Transport chiefs will intervene if the operator of the Dubai Metro fails to maintain high standards of health and safety.
This was revealed yesterday by Mattar Al Tayer, Chairman and Executive Director of the Roads and Transport Authority (RTA), at the signing of a memorandum of understanding (MoU) with the UK's Office of Rail Regulation (ORR).
The ORR will support the RTA's certification process for railways in Dubai, help to assess rail operations and establish a database for statistical and performance analysis.
The metro is due to start operation in September and will be handled by UK company Serco.
"Since RTA's inception, safety first has been the watchword for all the projects it has undertaken, particularly the Dubai Metro, which is one of its biggest and most sophisticated projects," said Al Tayer.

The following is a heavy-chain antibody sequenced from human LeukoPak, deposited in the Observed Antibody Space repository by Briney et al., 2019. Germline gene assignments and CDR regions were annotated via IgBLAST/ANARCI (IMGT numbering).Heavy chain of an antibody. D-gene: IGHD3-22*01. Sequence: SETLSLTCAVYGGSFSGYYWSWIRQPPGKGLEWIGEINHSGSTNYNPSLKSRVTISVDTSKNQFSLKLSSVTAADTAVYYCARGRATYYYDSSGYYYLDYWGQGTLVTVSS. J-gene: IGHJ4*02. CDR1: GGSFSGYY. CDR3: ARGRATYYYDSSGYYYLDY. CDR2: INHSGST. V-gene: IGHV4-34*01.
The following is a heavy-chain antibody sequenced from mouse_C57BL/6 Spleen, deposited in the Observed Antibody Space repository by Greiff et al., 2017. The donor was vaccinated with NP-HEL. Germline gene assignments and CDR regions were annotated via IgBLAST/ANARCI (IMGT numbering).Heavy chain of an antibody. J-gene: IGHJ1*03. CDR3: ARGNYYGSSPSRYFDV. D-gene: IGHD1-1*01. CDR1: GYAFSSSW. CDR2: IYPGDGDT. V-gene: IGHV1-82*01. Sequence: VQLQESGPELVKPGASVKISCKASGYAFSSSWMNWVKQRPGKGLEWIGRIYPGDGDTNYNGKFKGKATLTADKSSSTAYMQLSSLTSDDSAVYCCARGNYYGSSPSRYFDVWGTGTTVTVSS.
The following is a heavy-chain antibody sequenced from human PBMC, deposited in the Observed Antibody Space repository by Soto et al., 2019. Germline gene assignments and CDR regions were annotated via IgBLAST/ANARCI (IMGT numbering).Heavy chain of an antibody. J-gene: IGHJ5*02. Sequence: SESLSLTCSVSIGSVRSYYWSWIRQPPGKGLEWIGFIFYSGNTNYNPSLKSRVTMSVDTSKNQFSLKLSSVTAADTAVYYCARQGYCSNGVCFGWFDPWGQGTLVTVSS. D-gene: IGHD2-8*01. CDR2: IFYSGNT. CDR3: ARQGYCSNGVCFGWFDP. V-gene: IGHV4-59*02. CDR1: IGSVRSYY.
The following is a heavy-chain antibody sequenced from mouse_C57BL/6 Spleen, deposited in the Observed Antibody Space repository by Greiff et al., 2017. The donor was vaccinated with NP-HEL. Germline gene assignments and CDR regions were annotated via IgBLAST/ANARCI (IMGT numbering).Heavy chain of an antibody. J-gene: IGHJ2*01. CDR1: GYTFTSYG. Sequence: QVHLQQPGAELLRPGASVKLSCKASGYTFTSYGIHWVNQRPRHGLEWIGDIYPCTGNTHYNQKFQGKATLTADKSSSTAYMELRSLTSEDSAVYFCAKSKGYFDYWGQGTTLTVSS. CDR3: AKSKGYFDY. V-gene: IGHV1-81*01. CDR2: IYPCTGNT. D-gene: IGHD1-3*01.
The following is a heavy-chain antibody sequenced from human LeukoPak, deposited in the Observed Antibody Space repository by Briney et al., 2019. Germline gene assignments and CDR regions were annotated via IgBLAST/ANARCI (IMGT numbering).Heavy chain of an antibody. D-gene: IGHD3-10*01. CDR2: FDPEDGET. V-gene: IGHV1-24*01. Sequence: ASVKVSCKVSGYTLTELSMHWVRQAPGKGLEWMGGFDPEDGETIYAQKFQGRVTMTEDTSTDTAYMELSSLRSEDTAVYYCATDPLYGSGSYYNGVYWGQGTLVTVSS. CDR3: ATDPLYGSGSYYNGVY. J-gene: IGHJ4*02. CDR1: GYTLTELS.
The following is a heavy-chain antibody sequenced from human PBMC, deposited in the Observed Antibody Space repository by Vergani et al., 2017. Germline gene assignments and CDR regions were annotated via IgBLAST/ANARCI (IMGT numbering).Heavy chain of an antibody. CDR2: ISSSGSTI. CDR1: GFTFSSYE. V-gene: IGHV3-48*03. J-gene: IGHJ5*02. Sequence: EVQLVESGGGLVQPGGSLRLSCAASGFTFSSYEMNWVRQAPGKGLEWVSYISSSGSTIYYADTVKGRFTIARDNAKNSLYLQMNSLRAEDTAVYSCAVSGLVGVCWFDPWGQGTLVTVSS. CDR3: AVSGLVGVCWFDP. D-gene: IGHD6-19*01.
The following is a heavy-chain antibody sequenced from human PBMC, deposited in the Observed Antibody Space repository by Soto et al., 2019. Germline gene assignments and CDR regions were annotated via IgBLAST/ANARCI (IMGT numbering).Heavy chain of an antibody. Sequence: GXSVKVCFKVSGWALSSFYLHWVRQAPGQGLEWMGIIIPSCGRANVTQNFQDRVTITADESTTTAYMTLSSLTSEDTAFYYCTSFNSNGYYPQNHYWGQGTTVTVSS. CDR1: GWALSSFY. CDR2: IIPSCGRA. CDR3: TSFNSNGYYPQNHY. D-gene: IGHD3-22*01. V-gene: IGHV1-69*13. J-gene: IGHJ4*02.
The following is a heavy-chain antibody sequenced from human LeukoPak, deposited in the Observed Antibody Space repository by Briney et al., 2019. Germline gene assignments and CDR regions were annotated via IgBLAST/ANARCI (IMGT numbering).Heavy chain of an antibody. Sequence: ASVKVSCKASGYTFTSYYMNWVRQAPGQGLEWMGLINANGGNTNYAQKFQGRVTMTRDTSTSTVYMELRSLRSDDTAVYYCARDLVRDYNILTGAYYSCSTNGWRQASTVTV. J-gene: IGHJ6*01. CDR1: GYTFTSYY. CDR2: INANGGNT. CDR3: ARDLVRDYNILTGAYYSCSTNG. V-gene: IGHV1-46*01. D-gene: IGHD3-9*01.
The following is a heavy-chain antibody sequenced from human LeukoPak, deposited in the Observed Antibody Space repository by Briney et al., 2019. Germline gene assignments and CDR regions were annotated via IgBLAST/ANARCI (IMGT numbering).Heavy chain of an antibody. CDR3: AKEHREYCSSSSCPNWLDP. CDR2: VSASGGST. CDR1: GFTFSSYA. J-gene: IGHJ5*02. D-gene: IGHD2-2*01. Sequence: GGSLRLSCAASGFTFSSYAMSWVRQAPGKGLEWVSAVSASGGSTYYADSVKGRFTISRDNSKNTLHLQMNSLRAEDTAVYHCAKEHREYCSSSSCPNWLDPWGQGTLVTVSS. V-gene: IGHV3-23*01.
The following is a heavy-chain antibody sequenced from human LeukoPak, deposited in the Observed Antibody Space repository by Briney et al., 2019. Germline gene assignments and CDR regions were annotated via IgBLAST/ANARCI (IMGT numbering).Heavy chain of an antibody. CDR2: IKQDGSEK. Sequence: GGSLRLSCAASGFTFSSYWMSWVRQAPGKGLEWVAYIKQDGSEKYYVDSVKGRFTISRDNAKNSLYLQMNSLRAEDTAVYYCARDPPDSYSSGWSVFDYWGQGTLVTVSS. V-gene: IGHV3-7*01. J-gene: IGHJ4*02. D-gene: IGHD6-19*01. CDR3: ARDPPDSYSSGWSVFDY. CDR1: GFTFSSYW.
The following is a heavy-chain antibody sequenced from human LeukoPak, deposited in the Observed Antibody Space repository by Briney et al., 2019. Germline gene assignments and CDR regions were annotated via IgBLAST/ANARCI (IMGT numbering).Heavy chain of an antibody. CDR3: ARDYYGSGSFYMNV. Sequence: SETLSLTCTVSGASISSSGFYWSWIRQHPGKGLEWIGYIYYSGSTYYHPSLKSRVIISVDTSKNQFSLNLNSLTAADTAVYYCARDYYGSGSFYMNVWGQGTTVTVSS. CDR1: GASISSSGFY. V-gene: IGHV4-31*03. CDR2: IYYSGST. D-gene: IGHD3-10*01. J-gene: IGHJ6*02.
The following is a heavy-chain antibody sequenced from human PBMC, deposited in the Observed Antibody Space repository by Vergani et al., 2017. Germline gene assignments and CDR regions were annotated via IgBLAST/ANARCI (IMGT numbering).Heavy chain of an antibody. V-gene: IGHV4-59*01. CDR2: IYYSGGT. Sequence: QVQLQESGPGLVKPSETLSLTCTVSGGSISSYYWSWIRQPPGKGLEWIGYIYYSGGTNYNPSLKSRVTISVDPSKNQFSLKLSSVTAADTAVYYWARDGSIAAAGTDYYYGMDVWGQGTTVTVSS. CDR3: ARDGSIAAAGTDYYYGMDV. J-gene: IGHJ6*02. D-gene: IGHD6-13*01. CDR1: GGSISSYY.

"If there is a shortfall from the responsibilities of the operator of the Dubai Metro, the RTA will have the right to intervene.
"Under Law No 17/2007, which established the RTA, the authority is tasked with the responsibility for the safety of all road, bus, taxi, marine and rail transport in all parts of the emirate of Dubai, including free zones."
Al Tayer said safety measures would be applied through four channels – the contractor, the consultant, the RTA's experts and Lloyds Company, the independent safety surveyor of the project.
Earlier in the day, the first trial run of a train from the Jebel Ali station to RTA's headquarters in Rashidiya was conducted.
Al Tayer signed the MoU with Allan Spence, the UK's Deputy Chief Inspector of Railways.
The document is intended to ensure the safety of staff and passengers and assist in the development and application of health and safety regulations.
RTA sources said details of the metro's fare structure would be announced soon.
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